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  10. #70
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    Technically, Arda is Earth, so it really doesn't count as a fictional planet. Fictionalised, maybe.

  11. #71
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    Quote Originally Posted by parallaxicality View Post
    Technically, Arda is Earth, so it really doesn't count as a fictional planet. Fictionalised, maybe.
    It's a fictional world. The character Will Wheaton in The Big Bang Theory is a fictional character. The fact that he is supposed to be the real-life Will Wheaton played by Will Wheaton himself doesn't change this.

    Argh, your second sentence has just sunk in. What the hey, I'm going to post anyway.

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    Quote Originally Posted by Paul Beardsley View Post
    It's a fictional world. The character Will Wheaton in The Big Bang Theory is a fictional character. The fact that he is supposed to be the real-life Will Wheaton played by Will Wheaton himself doesn't change this.
    ... with the opposite personality of the real-life Wil, so definitely fictional.
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    The world of the Spiders in A Deepness in the Sky, orbiting the On/Off Star. The star was so named due to its habit of shining brightly for a few decades, then drastically reducing in luminosity for a couple centuries. During the dim period, the planet's atmosphere completely freezes out, the animal life of the world "wintering over" underground until they thaw out again. Said life includes spider-like aliens with a technological civilization that was roughly equivalent to early-mid 1900s Earth at the start of the book.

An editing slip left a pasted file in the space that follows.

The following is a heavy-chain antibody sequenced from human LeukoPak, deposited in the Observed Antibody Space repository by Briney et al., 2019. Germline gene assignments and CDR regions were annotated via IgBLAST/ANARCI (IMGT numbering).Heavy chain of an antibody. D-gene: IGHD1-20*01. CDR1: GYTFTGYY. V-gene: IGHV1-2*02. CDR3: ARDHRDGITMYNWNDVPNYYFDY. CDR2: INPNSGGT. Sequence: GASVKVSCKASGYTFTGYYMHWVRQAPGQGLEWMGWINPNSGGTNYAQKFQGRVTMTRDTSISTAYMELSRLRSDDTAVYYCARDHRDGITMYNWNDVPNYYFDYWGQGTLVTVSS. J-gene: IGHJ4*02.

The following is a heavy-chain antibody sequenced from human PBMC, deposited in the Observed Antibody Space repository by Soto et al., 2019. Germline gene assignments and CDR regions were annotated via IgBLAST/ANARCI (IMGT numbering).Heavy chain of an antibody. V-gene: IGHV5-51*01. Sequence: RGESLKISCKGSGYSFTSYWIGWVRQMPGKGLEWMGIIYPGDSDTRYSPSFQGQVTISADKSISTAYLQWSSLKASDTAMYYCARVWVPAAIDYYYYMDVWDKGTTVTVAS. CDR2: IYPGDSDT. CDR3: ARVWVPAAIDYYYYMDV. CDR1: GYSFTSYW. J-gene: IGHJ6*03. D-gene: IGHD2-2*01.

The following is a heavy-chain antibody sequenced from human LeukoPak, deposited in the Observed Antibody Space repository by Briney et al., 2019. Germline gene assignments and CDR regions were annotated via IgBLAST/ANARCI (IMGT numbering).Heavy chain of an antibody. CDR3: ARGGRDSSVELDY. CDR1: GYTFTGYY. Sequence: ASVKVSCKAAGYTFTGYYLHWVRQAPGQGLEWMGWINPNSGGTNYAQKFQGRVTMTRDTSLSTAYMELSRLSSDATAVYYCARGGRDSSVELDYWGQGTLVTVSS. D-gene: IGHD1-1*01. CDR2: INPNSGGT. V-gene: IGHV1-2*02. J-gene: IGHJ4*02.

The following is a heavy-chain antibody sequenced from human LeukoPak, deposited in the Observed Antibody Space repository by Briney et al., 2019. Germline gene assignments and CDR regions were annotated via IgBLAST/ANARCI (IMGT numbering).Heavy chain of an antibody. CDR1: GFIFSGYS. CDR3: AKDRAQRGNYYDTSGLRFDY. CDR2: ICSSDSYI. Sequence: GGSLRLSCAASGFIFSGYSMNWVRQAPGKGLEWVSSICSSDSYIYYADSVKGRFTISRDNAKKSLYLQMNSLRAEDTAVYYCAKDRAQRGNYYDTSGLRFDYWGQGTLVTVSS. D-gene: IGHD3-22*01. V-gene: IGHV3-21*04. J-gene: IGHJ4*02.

Other oddities include sediment layers full of diamond microbial shells and a material with antigravitational properties, and a system where the only other objects are single-crystal diamond asteroids.

  14. #74
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    How about the bowl-shaped "planets" from the 1980s Flash Gordon movie?
    "I'm planning to live forever. So far, that's working perfectly." Steven Wright

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    Weren't they moons?

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    Quote Originally Posted by parallaxicality View Post
    Weren't they moons?
    The dialogue specifically calls them planets.
    "I'm planning to live forever. So far, that's working perfectly." Steven Wright

  17. #77
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    Quote Originally Posted by Paul Beardsley View Post
    Can you say a bit about the planet in your own words?
    Highly elliptical orbit, with a very long period (centuries, iirc). Settled by humans; inhabited by intelligent natives.
    Information about American English usage here and here. Floating point issues? Please read this before posting.

    How do things fly? This explains it all.

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    Quote Originally Posted by NorthernDevo View Post
    Larry Niven's Smoke Ring is an oxygen torus surrounding Levoy's Star. The oxygen is provided by a gas giant that orbits just outside its Roche Limit; as a result a ring of zero-gee habitable space exists. Humans live amongst the native flora - most notably the great Intergral Trees; Trees 100kms. long that float within the Smoke Ring.